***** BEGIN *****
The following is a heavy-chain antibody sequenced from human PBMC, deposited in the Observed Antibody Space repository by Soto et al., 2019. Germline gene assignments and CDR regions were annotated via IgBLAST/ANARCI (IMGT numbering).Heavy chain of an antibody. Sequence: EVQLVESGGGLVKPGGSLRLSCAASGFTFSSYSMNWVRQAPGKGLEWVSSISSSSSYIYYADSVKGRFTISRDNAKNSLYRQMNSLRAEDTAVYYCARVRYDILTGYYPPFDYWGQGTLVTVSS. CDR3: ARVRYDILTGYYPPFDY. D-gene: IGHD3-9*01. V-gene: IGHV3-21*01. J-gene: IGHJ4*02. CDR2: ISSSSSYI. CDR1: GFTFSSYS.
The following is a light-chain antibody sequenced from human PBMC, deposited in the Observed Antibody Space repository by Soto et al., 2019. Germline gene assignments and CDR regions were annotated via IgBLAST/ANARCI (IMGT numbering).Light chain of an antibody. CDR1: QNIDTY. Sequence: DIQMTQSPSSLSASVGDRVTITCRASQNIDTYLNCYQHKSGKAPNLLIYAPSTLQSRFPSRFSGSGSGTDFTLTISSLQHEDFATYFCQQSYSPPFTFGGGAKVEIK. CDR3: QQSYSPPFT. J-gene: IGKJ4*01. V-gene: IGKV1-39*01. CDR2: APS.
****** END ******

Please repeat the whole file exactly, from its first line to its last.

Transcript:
The following is a heavy-chain antibody sequenced from human PBMC, deposited in the Observed Antibody Space repository by Soto et al., 2019. Germline gene assignments and CDR regions were annotated via IgBLAST/ANARCI (IMGT numbering).Heavy chain of an antibody. Sequence: EVQLVESGGGLVKPGGSLRLSCAASGFTFSSYSMNWVRQAPGKGLEWVSSISSSSSYIYYADSVKGRFTISRDNAKNSLYRQMNSLRAEDTAVYYCARVRYDILTGYYPPFDYWGQGTLVTVSS. CDR3: ARVRYDILTGYYPPFDY. D-gene: IGHD3-9*01. V-gene: IGHV3-21*01. J-gene: IGHJ4*02. CDR2: ISSSSSYI. CDR1: GFTFSSYS.
The following is a light-chain antibody sequenced from human PBMC, deposited in the Observed Antibody Space repository by Soto et al., 2019. Germline gene assignments and CDR regions were annotated via IgBLAST/ANARCI (IMGT numbering).Light chain of an antibody. CDR1: QNIDTY. Sequence: DIQMTQSPSSLSASVGDRVTITCRASQNIDTYLNCYQHKSGKAPNLLIYAPSTLQSRFPSRFSGSGSGTDFTLTISSLQHEDFATYFCQQSYSPPFTFGGGAKVEIK. CDR3: QQSYSPPFT. J-gene: IGKJ4*01. V-gene: IGKV1-39*01. CDR2: APS.